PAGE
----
• freshly grated parmesan [so much nicer than the pre-ground type you get in sprinkler cans which smells of sick]
Season the chicken with blackpepper and salt. Heat olive oil unilt a haze forms over it, then saute the chicken until skin goes golden brown. Transfer onto a plate.

[I know from experience that this will just fill the kitchen with chickeny olive oily smoke. Instead I roast the chicken pieces for 30 mins at gas mark 5. Meanwhile ...]

Saute the yellow pepper, add onion and garlic and cook for 8-10 minutes [more like 5]. Add the vinegar to deglaze the pan, then add the white wine and boil until the jucie is reduced to about 1/4 glass. Add black pepper, pour in chicken stock, turn down to low, add tomatoes and half their juice [or, as I say, the whole lot], oregano, bay leaf, half the basil [if you're having any of this] and the mushrooms.

Return the chicken to the pan, cover, reduce heat and simmer for 30 mins. Transfer the chicken onto a plate.

To the sauce add the black olives, remaining basil and anchovies. Stir and cook for two minutes. Spoon over the chicken and sprinkle with parmesan. Serve with buttered spaghetti.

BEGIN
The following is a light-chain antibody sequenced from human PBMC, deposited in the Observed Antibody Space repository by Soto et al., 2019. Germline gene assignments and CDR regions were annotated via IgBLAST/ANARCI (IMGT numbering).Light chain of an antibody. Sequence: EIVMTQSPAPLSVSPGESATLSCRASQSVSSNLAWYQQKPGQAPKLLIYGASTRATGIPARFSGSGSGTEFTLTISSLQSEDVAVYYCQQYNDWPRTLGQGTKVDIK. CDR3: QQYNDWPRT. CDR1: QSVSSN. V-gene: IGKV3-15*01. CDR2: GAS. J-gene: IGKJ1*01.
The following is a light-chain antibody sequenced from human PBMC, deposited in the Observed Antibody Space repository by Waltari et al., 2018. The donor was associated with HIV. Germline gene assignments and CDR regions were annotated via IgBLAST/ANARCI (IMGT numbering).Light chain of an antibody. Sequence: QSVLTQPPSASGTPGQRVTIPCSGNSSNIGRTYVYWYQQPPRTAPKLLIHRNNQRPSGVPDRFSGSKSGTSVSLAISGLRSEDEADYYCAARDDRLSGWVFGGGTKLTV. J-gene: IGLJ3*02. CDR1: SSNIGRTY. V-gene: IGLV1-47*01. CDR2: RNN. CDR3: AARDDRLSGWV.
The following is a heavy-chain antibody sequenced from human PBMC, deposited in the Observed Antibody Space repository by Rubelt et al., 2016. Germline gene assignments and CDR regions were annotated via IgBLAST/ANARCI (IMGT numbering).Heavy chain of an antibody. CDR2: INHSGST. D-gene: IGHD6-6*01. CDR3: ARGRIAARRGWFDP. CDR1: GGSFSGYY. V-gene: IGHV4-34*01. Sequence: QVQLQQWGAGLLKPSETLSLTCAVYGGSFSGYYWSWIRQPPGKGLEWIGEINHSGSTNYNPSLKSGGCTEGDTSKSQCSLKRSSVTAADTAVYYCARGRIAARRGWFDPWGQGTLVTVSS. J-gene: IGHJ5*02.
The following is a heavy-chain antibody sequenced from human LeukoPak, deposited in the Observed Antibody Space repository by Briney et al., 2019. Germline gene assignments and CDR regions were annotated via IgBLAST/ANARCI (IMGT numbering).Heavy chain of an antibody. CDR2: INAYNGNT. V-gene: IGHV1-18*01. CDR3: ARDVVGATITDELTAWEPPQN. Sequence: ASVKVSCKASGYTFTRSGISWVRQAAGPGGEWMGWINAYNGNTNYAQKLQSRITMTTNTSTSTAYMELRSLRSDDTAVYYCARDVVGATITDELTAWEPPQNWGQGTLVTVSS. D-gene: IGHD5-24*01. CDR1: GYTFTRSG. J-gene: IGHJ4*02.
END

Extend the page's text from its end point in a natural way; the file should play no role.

[Now, at this point I want to know why I have never heard of buttered spaghetti before. Where has it been all my life? Just think of it. Roll the words around on your tongue. Buttered ... spaghetti. It's spaghetti, and it's buttered. Got that? Buttered spaghetti. I have just done you a greater favour than you can possibly imagine.]

And, wow. If Norma Jean was in the habit of cooking that little lot up then she wasn't half as dumb as she appeared. It's rich, make no mistake, but with a range of flavours jostling for attention and each one pointing out to you what an utterly fabulous meal this is. Go to it, people.

And remember, buttered spaghetti.

Thursday, March 19, 2009

To your scattered quizzes go

I am:
Philip José Farmer
This prolific author brings surprising depths to he-man adventure tales, and broke science fiction's prudery barrier.

Which science fiction writer are you?

There are worse things than to be the creator of Riverworld, though I'm not aware myself of having broken any prudery barriers. Having got this result I redid the quiz trying to make myself as obnoxiously right wing and then as utterly loveable as possible. The former, surprise surprise, got Robert Heinlein, the latter James Tiptree Jr. So, should anyone else be tempted to try this, those are the ends of the spectrum you'll find yourself somewhere on.

Tuesday, March 17, 2009

Bonanza with bubbles

- is my manager's unkind assessment of the titles to Barrier Reef.